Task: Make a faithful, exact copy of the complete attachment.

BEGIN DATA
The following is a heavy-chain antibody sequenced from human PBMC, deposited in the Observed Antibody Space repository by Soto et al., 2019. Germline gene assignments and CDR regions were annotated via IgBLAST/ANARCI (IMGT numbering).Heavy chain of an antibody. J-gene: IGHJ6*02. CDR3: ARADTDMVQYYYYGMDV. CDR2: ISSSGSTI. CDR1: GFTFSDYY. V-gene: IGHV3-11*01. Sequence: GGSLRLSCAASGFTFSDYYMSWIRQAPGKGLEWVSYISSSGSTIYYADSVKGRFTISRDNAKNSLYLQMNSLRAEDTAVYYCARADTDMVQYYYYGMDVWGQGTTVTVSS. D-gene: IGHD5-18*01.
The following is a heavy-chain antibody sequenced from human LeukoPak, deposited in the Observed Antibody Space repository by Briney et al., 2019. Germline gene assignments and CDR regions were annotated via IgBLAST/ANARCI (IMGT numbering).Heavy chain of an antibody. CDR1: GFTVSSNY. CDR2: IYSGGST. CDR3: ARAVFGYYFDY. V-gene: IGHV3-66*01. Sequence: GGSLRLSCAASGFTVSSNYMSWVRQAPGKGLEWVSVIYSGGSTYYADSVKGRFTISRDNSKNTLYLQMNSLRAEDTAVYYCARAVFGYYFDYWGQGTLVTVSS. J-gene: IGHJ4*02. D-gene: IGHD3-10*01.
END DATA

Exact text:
The following is a heavy-chain antibody sequenced from human PBMC, deposited in the Observed Antibody Space repository by Soto et al., 2019. Germline gene assignments and CDR regions were annotated via IgBLAST/ANARCI (IMGT numbering).Heavy chain of an antibody. J-gene: IGHJ6*02. CDR3: ARADTDMVQYYYYGMDV. CDR2: ISSSGSTI. CDR1: GFTFSDYY. V-gene: IGHV3-11*01. Sequence: GGSLRLSCAASGFTFSDYYMSWIRQAPGKGLEWVSYISSSGSTIYYADSVKGRFTISRDNAKNSLYLQMNSLRAEDTAVYYCARADTDMVQYYYYGMDVWGQGTTVTVSS. D-gene: IGHD5-18*01.
The following is a heavy-chain antibody sequenced from human LeukoPak, deposited in the Observed Antibody Space repository by Briney et al., 2019. Germline gene assignments and CDR regions were annotated via IgBLAST/ANARCI (IMGT numbering).Heavy chain of an antibody. CDR1: GFTVSSNY. CDR2: IYSGGST. CDR3: ARAVFGYYFDY. V-gene: IGHV3-66*01. Sequence: GGSLRLSCAASGFTVSSNYMSWVRQAPGKGLEWVSVIYSGGSTYYADSVKGRFTISRDNSKNTLYLQMNSLRAEDTAVYYCARAVFGYYFDYWGQGTLVTVSS. J-gene: IGHJ4*02. D-gene: IGHD3-10*01.